George Whitman as a young man :
Shakespeare and Company
As a follow on to my previous post, asking if Americans still took part in the literary and artistic life of Paris, I note with sadness the passing of George Whitman, who ran a bookshop in Paris.
“Running a bookshop” though is poor summary of George or “Shakespeare and Company” which, for over fifty years, has been an extraordinary part of life in Paris.
George Whitman died on 14th December at the age of 98. He had run this bookshop, as a drop in centre for authors where it doubled up as a hostel for penniless itinerant authors and would be writers, self help society, literary institution and salon to the great and the interested. It lies on the left back of the Seine opposite Notre Dame, at 37 rue de la Bucherie 75005.
You could stay, sleeping at night between the stacks of books in return for cleaning up the place, building or repairing shelving, helping out and stacking shelves. People did readings and even typed away in the shop on their latest works. It has the insane feeling of a University library, tutorial seminar and workshop all at the same time. He lived by the dictum written on the walls : “Be not inhospitable to strangers lest they be angels in disguise”.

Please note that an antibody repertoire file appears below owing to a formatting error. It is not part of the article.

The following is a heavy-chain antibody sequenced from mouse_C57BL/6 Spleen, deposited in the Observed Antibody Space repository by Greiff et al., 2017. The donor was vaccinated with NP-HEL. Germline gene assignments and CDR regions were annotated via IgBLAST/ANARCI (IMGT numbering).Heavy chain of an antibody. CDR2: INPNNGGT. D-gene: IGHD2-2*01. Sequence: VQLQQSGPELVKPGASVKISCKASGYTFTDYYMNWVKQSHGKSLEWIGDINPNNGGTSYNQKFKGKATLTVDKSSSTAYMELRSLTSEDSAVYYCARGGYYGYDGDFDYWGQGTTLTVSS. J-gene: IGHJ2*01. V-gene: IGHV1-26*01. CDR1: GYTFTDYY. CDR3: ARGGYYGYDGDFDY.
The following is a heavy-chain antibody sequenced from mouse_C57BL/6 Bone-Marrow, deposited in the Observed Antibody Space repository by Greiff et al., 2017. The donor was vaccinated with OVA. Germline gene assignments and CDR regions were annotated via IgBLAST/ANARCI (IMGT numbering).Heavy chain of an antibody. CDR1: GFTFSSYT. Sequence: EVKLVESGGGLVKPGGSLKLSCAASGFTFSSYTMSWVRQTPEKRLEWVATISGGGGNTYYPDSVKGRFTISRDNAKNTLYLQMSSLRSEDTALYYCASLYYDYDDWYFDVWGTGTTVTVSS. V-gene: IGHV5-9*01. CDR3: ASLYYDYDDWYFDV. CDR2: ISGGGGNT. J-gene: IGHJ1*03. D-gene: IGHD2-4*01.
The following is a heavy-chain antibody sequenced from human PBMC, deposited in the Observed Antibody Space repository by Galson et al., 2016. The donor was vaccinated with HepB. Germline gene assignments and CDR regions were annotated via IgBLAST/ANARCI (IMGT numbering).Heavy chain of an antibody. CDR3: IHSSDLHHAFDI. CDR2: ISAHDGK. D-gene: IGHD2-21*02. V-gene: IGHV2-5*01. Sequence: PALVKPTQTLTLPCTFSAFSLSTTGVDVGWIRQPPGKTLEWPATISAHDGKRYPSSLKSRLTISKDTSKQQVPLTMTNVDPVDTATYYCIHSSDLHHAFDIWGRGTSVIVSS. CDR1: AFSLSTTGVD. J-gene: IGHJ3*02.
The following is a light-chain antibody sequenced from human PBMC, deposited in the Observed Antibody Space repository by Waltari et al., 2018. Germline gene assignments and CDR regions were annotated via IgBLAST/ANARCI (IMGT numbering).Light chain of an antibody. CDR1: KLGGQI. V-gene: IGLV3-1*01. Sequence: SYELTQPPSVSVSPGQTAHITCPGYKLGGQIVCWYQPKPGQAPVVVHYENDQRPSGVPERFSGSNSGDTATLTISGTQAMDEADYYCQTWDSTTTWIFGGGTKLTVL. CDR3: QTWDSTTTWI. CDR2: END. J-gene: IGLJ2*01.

A summer’s afternoon at Shakespeare and Company:
from its web-site
George was an oligarch, albeit with a human face, whom, it was said was the great nephew of Walt Whitman. He had been born in New Jersey, and migrated to Paris where he set up a book shop in the early 1950’s. He changed its name to Shakespeare and Company in honour of Sylvia Beaches who had a similar establishment of the same name. Everyone who was anyone has passed through its doors from Jack Kerouac and Allen Ginsberg to Henry Miller, Anaiis Nin and Lawrence Durrell.
His daughter Sylvia continues to run the shop.
Copyright David Macadam 2011